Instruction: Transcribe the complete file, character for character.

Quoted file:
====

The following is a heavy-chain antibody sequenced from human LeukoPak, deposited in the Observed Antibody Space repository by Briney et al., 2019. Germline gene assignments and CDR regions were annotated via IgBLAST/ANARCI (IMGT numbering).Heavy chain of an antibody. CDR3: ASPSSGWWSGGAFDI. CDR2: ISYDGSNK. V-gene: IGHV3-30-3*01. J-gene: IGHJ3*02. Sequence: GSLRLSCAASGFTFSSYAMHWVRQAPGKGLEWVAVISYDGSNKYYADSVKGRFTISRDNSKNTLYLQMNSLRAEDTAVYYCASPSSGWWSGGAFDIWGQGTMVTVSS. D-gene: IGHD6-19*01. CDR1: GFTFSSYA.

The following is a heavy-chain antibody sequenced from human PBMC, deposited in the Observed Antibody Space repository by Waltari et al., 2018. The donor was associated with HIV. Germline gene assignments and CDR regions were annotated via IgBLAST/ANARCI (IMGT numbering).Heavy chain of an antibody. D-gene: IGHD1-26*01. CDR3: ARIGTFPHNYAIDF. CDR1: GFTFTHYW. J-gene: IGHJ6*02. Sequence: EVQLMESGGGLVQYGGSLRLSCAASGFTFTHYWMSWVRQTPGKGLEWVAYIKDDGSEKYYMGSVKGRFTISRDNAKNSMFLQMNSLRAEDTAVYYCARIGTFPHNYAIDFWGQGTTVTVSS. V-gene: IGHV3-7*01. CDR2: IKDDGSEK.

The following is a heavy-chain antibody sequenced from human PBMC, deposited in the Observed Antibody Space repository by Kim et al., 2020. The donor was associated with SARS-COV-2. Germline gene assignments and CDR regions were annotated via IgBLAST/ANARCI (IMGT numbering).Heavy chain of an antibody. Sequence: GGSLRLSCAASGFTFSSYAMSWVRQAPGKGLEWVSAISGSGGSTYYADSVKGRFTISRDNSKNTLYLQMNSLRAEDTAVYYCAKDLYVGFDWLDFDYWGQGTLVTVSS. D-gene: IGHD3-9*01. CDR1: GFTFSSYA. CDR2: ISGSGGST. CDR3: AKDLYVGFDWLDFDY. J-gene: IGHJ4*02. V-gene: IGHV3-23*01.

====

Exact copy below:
The following is a heavy-chain antibody sequenced from human LeukoPak, deposited in the Observed Antibody Space repository by Briney et al., 2019. Germline gene assignments and CDR regions were annotated via IgBLAST/ANARCI (IMGT numbering).Heavy chain of an antibody. CDR3: ASPSSGWWSGGAFDI. CDR2: ISYDGSNK. V-gene: IGHV3-30-3*01. J-gene: IGHJ3*02. Sequence: GSLRLSCAASGFTFSSYAMHWVRQAPGKGLEWVAVISYDGSNKYYADSVKGRFTISRDNSKNTLYLQMNSLRAEDTAVYYCASPSSGWWSGGAFDIWGQGTMVTVSS. D-gene: IGHD6-19*01. CDR1: GFTFSSYA.

The following is a heavy-chain antibody sequenced from human PBMC, deposited in the Observed Antibody Space repository by Waltari et al., 2018. The donor was associated with HIV. Germline gene assignments and CDR regions were annotated via IgBLAST/ANARCI (IMGT numbering).Heavy chain of an antibody. D-gene: IGHD1-26*01. CDR3: ARIGTFPHNYAIDF. CDR1: GFTFTHYW. J-gene: IGHJ6*02. Sequence: EVQLMESGGGLVQYGGSLRLSCAASGFTFTHYWMSWVRQTPGKGLEWVAYIKDDGSEKYYMGSVKGRFTISRDNAKNSMFLQMNSLRAEDTAVYYCARIGTFPHNYAIDFWGQGTTVTVSS. V-gene: IGHV3-7*01. CDR2: IKDDGSEK.

The following is a heavy-chain antibody sequenced from human PBMC, deposited in the Observed Antibody Space repository by Kim et al., 2020. The donor was associated with SARS-COV-2. Germline gene assignments and CDR regions were annotated via IgBLAST/ANARCI (IMGT numbering).Heavy chain of an antibody. Sequence: GGSLRLSCAASGFTFSSYAMSWVRQAPGKGLEWVSAISGSGGSTYYADSVKGRFTISRDNSKNTLYLQMNSLRAEDTAVYYCAKDLYVGFDWLDFDYWGQGTLVTVSS. D-gene: IGHD3-9*01. CDR1: GFTFSSYA. CDR2: ISGSGGST. CDR3: AKDLYVGFDWLDFDY. J-gene: IGHJ4*02. V-gene: IGHV3-23*01.